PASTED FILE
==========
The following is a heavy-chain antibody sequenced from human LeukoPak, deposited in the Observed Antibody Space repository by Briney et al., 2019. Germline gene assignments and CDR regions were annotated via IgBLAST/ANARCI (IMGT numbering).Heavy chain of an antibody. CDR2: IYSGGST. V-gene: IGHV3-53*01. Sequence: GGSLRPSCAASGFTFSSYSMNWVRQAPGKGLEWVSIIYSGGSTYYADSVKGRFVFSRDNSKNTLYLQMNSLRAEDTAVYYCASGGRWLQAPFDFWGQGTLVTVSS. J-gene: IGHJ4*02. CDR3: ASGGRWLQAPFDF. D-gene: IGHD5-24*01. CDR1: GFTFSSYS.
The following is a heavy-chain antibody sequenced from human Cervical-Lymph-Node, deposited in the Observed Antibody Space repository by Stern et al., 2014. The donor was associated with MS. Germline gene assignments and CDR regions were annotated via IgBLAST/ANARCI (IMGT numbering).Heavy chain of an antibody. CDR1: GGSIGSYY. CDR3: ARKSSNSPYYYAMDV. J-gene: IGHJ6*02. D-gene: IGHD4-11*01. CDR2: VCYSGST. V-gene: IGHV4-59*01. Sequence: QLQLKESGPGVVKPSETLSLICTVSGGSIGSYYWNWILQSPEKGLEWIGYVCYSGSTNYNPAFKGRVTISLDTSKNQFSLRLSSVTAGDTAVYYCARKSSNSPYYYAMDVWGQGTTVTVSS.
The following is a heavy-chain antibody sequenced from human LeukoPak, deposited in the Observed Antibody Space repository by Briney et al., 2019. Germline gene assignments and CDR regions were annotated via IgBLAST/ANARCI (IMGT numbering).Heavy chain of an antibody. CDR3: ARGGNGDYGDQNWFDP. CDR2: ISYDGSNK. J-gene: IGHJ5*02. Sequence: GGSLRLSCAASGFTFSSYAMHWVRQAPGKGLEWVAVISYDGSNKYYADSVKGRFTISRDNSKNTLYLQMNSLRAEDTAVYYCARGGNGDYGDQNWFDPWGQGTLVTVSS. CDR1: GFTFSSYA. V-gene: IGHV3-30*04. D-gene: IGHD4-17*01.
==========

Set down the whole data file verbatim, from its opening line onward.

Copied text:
The following is a heavy-chain antibody sequenced from human LeukoPak, deposited in the Observed Antibody Space repository by Briney et al., 2019. Germline gene assignments and CDR regions were annotated via IgBLAST/ANARCI (IMGT numbering).Heavy chain of an antibody. CDR2: IYSGGST. V-gene: IGHV3-53*01. Sequence: GGSLRPSCAASGFTFSSYSMNWVRQAPGKGLEWVSIIYSGGSTYYADSVKGRFVFSRDNSKNTLYLQMNSLRAEDTAVYYCASGGRWLQAPFDFWGQGTLVTVSS. J-gene: IGHJ4*02. CDR3: ASGGRWLQAPFDF. D-gene: IGHD5-24*01. CDR1: GFTFSSYS.
The following is a heavy-chain antibody sequenced from human Cervical-Lymph-Node, deposited in the Observed Antibody Space repository by Stern et al., 2014. The donor was associated with MS. Germline gene assignments and CDR regions were annotated via IgBLAST/ANARCI (IMGT numbering).Heavy chain of an antibody. CDR1: GGSIGSYY. CDR3: ARKSSNSPYYYAMDV. J-gene: IGHJ6*02. D-gene: IGHD4-11*01. CDR2: VCYSGST. V-gene: IGHV4-59*01. Sequence: QLQLKESGPGVVKPSETLSLICTVSGGSIGSYYWNWILQSPEKGLEWIGYVCYSGSTNYNPAFKGRVTISLDTSKNQFSLRLSSVTAGDTAVYYCARKSSNSPYYYAMDVWGQGTTVTVSS.
The following is a heavy-chain antibody sequenced from human LeukoPak, deposited in the Observed Antibody Space repository by Briney et al., 2019. Germline gene assignments and CDR regions were annotated via IgBLAST/ANARCI (IMGT numbering).Heavy chain of an antibody. CDR3: ARGGNGDYGDQNWFDP. CDR2: ISYDGSNK. J-gene: IGHJ5*02. Sequence: GGSLRLSCAASGFTFSSYAMHWVRQAPGKGLEWVAVISYDGSNKYYADSVKGRFTISRDNSKNTLYLQMNSLRAEDTAVYYCARGGNGDYGDQNWFDPWGQGTLVTVSS. CDR1: GFTFSSYA. V-gene: IGHV3-30*04. D-gene: IGHD4-17*01.